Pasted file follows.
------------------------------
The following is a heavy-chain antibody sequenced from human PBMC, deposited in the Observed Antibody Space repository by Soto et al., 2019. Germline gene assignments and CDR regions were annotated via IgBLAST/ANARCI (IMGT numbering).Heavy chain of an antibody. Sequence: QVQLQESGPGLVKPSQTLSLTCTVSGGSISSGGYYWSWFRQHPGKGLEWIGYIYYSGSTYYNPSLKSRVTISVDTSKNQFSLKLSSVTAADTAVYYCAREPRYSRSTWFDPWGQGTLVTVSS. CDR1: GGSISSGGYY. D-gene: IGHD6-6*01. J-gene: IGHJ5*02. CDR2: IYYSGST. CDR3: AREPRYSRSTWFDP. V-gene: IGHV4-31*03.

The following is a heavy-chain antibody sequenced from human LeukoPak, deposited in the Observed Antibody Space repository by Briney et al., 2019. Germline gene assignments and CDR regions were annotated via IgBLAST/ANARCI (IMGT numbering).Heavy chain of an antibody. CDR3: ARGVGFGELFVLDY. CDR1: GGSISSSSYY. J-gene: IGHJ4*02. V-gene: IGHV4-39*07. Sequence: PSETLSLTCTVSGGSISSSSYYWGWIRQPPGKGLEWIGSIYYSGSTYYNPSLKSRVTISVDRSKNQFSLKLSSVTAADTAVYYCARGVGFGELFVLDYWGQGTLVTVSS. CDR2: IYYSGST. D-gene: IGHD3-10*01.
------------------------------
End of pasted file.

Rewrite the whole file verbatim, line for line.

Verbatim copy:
The following is a heavy-chain antibody sequenced from human PBMC, deposited in the Observed Antibody Space repository by Soto et al., 2019. Germline gene assignments and CDR regions were annotated via IgBLAST/ANARCI (IMGT numbering).Heavy chain of an antibody. Sequence: QVQLQESGPGLVKPSQTLSLTCTVSGGSISSGGYYWSWFRQHPGKGLEWIGYIYYSGSTYYNPSLKSRVTISVDTSKNQFSLKLSSVTAADTAVYYCAREPRYSRSTWFDPWGQGTLVTVSS. CDR1: GGSISSGGYY. D-gene: IGHD6-6*01. J-gene: IGHJ5*02. CDR2: IYYSGST. CDR3: AREPRYSRSTWFDP. V-gene: IGHV4-31*03.

The following is a heavy-chain antibody sequenced from human LeukoPak, deposited in the Observed Antibody Space repository by Briney et al., 2019. Germline gene assignments and CDR regions were annotated via IgBLAST/ANARCI (IMGT numbering).Heavy chain of an antibody. CDR3: ARGVGFGELFVLDY. CDR1: GGSISSSSYY. J-gene: IGHJ4*02. V-gene: IGHV4-39*07. Sequence: PSETLSLTCTVSGGSISSSSYYWGWIRQPPGKGLEWIGSIYYSGSTYYNPSLKSRVTISVDRSKNQFSLKLSSVTAADTAVYYCARGVGFGELFVLDYWGQGTLVTVSS. CDR2: IYYSGST. D-gene: IGHD3-10*01.